In 1715 James Knight was the first person to go in search of the North-West Passage in over 80 years, but his efforts were to end in tragedy.

In search of ‘yellow mettle’

Knight was a trader who worked for Hudson’s Bay Company, a trading company that had established posts along the shores of James Bay and Hudson Bay. The company itself had little interest in risky ventures such as finding the North-West Passage and was not keen on encouraging explorers into its waters.

Knight had trading relationships with Canadian Indians and was convinced that stories of a river where lumps of 'yellow mettle' could be found and a ‘sea’ to the west spelled opportunities for finding gold and a sea route leading to the Pacific. Many have speculated that the Indians were referring to what are now known today as Coppermine River and Great Slave Lake.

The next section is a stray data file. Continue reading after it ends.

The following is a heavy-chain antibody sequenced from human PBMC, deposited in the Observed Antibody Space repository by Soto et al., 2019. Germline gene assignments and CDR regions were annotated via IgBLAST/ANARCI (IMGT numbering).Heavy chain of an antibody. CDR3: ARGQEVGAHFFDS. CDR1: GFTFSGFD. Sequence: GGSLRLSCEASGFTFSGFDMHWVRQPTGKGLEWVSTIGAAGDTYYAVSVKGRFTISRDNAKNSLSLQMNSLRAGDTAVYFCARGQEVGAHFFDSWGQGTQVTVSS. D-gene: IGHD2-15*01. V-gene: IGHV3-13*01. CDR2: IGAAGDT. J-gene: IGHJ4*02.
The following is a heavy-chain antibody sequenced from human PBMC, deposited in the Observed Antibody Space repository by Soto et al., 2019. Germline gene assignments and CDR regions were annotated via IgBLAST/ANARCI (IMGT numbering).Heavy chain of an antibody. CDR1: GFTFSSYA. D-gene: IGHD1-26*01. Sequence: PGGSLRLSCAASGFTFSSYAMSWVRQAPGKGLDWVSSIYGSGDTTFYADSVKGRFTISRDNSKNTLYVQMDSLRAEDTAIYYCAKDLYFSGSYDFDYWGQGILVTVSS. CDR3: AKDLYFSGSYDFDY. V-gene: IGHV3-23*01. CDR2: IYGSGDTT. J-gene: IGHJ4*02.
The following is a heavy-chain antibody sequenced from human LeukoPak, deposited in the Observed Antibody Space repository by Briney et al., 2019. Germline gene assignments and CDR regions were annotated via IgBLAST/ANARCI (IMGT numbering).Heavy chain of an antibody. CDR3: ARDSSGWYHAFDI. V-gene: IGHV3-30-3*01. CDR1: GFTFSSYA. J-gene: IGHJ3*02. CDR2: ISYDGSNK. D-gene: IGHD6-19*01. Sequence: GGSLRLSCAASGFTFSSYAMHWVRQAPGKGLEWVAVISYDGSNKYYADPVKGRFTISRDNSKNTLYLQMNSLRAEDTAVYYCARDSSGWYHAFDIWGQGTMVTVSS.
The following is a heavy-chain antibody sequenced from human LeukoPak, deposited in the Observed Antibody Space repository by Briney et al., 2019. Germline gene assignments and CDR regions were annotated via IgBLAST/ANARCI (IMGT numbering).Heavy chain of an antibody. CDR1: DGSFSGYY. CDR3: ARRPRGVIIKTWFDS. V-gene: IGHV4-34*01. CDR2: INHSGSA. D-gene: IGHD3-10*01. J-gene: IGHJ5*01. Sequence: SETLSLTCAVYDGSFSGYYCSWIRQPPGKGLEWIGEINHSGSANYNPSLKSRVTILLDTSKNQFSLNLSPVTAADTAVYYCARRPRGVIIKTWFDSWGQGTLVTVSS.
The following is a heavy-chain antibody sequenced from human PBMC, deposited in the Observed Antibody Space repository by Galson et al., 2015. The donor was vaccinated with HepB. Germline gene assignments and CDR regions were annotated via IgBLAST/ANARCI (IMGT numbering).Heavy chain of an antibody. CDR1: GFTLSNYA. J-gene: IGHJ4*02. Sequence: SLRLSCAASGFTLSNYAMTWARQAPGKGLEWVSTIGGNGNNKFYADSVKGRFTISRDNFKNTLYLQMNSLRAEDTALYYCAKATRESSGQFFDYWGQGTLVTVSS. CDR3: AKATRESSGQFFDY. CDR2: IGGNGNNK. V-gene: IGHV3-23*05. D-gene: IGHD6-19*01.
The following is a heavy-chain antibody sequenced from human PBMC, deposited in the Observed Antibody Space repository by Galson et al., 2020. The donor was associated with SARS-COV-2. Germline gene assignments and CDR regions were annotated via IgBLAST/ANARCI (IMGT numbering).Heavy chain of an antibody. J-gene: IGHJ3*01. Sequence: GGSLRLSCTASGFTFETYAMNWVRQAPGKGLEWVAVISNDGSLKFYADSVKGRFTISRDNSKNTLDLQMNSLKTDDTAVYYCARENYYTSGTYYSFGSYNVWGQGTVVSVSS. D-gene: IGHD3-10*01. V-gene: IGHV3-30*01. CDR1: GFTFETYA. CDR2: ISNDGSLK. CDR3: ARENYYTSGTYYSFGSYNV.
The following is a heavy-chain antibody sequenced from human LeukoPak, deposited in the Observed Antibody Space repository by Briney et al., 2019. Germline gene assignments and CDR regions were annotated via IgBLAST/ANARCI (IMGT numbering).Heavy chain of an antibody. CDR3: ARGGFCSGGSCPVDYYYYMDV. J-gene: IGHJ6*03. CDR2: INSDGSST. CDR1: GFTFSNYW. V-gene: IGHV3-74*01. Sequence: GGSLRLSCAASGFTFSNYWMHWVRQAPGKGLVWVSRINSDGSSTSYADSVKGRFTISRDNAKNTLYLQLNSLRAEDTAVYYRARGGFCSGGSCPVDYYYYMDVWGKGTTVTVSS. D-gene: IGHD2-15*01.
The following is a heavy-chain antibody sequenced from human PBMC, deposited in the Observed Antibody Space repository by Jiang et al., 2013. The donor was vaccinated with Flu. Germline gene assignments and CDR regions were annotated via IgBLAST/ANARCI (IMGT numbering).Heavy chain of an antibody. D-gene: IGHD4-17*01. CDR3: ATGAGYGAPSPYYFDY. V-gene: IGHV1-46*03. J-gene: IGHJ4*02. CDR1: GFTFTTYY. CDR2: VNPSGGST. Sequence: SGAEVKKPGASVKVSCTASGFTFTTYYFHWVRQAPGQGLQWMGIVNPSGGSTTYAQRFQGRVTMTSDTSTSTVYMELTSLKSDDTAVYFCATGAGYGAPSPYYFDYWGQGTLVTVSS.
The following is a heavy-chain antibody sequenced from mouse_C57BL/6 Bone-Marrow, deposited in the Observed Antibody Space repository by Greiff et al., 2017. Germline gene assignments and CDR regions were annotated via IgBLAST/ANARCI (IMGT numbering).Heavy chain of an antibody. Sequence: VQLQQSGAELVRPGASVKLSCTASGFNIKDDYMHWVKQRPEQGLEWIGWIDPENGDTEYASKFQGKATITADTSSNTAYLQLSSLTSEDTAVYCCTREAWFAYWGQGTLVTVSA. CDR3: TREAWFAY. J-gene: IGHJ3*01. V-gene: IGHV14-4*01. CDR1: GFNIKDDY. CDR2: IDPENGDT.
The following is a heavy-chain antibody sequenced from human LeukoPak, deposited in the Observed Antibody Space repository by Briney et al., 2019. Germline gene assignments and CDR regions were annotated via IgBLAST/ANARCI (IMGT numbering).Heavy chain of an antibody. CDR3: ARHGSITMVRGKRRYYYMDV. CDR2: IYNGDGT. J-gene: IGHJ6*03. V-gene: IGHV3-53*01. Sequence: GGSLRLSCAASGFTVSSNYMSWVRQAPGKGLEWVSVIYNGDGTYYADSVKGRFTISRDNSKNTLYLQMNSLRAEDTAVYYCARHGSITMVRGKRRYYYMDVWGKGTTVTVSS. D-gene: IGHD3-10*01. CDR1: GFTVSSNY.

An enduring mystery

Despite being in his seventies, Knight, who was born in England, came to London and fitted out two vessels – the Discovery and the Albany. The expedition set out from Gravesend but never returned. We do know that Knight’s two ships got as far as Marble Island, west of Hudson Bay and wintered there, but for some reason they were unable to sail again in the spring. It is assumed they were shipwrecked in the shallows and sank.

The remains of Knight’s settlement on Marble Island were discovered in 1768 by explorer Samuel Hearne. In 1991–92 the wrecks of Discovery and Albany were found by divers at the bottom of Hudson Bay.

Knight's disappearance remains one of the Arctic's enduring mysteries. With Marble Island within easy sight of the mainland why did the crew not easily reach the shore?

Scurvy, consumption and cannibalism - just some of the risks of going in search of a North-West Passage. #DeathInTheIce 

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